Greek Life at the University of Minnesota spent Tuesday working to assure the community it does not condone the actions of fraternity members at the University of Oklahoma after a video was released over the weekend showing OU fraternity members on a party bus chanting racially offensive phrases.
The 10-second video clip shows members of Sigma Alpha Epsilon (SAE) at OU chanting and using the n-word, alluding to the fact that African Americans would never be allowed into their fraternity. The video went viral on Twitter over the weekend and induced public outrage, prompting the university and national chapter to shut down the OU chapter Monday.
The Minnesota chapter of Sigma Alpha Epsilon expressed repulsion at the incident.
“The members of the Minnesota Alpha chapter of Sigma Alpha Epsilon are saddened, disgusted and embarrassed by the recent events,” U SAE President Timothy Carr said. “We apologize for the sickening behavior of those in the video, and are disappointed that the values and ideals of so many can be diminished by the sad actions of so few. The event does not represent what Sigma Alpha Epsilon is as a whole.”
Carr said the U chapter of SAE, which is overwhelmingly white, according to its 2013-2014 composite photos, teaches “sincerity, sympathy, honor and virtue,” and that the U chapter supports the closure of OU’s house.
“Minnesota Alpha … is proud of our leadership for taking prompt and appropriate action regarding the revolting video,” Carr said.
The University of Oklahoma promptly shut down the fraternity house, giving members until Tuesday night to move out, and severed all ties with SAE.
“To those who have misused their free speech in such a reprehensible way, I have a message for you,” a statement issued by OU President David Boren read. “You are disgraceful. You have violated all that we stand for. You should not have the privilege of calling yourselves ‘Sooners.’ Real Sooners are not racist. Real Sooners are not bigots. Real Sooners believe in equal opportunity.”
SAE national headquarters closed the OU chapter and suspended all members Monday.
“We apologize for the unacceptable and racist behavior of the individuals in the video, and we are disgusted that any member would act in such a way,” SAE’s national statement said. “Furthermore, we are embarrassed by this video and offer our empathy not only to anyone outside the organization who is offended but also to our brothers who come from a wide range of backgrounds, cultures and ethnicities.”
SAE National President Brad Cohen reaffirmed the organization’s statement.
“I was not only shocked and disappointed, but disgusted by the outright display of racism displayed in the video,” Cohen said. “When we learned about this incident, I called an immediate board meeting and we determined with no mental reservation whatsoever that this chapter needed to be closed immediately.”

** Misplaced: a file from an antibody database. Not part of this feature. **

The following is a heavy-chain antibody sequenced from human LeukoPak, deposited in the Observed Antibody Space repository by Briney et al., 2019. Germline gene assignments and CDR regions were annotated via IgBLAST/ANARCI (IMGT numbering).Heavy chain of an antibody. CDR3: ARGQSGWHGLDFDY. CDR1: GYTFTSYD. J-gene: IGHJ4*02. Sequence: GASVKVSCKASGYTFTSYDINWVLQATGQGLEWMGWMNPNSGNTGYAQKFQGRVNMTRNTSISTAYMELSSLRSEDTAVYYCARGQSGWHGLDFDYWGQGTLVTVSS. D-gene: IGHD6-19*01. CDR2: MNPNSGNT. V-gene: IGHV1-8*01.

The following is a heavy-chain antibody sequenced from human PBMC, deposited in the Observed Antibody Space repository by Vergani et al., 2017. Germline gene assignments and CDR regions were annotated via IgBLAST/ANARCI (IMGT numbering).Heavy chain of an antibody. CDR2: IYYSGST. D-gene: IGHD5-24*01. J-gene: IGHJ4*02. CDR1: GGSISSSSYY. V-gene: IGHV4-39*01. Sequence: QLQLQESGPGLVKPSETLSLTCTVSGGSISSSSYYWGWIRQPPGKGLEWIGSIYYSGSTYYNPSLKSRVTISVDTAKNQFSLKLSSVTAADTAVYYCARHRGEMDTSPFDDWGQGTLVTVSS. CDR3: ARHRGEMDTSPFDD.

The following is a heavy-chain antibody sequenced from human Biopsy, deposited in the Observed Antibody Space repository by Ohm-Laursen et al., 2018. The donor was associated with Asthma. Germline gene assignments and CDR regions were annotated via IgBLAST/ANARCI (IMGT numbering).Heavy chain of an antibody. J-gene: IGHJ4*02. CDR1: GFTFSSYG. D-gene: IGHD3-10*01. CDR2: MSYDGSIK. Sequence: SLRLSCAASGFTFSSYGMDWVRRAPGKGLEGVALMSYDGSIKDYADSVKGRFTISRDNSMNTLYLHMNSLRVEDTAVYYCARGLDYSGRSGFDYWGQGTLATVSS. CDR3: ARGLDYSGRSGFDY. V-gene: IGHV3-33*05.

The University of Oklahoma as a whole has experienced the effects of the viral video.
Oklahoma head football coach Bob Stoops stood united with some of his players at a protest on campus Monday and the entire team stood together with linked arms at practice.
Four-star 2016 football recruit Jean Delance announced his de-commitment to the Sooners football team on Twitter Monday after the video surfaced.
“It was very disturbing. I didn’t like what was going on,” Delance told Fox 4 News Dallas-Fort Worth, “I’m glad the way they handled it, but that’s still a downside to me.”
Rapper Waka Flocka Flame used Instagram to announce the cancellation of his upcoming April concert for SAE on OU’s campus due to the actions of the fraternity members.
“When I first started doing shows it was all ‘hood spots and all Black people. Then I had some mainstream success … and it was all white people at my shows for a while. Now it’s White, Black and Brown people at my shows,” the rapper wrote, “For that reason, I must say I’m disgusted and disappointed … I will be cancelling my scheduled performance for them [SAE] next month. Racism is something I will not tolerate.”
Two of the fraternity members seen in the video have since issued apologies.
“He made a horrible mistake, and will live with the consequences forever,” the parents of Levi Pettit said, “We were as shocked and saddened by this news as anyone … We would also like to apologize to the — entire African American community, University of Oklahoma student body and administration.”
A second member seen in the video, Parker Rice, also issued a statement through his father to the Dallas Morning News.
“I am deeply sorry for what I did Saturday night. It was wrong and reckless,” Rice said. “I know everyone wants to know why or how this happened. I admit it likely was fueled by alcohol consumed at the house before the bus trip, but that’s not an excuse. Yes, the song was taught to us, but that too doesn’t work as an explanation … For me, this is a devastating lesson and I am seeking guidance on how I can learn from this and make sure it never happens again.”
SAE national headquarters expressed hope that it will be able to reopen the OU chapter in the future “with a group of men who exemplify our beliefs and who serve as leaders on campus and in the community.”
Reporter Kaitlin Merkel is studying journalism and Spanish at the University of Minnesota. Thanks to Murphy News Service for sharing this story with us.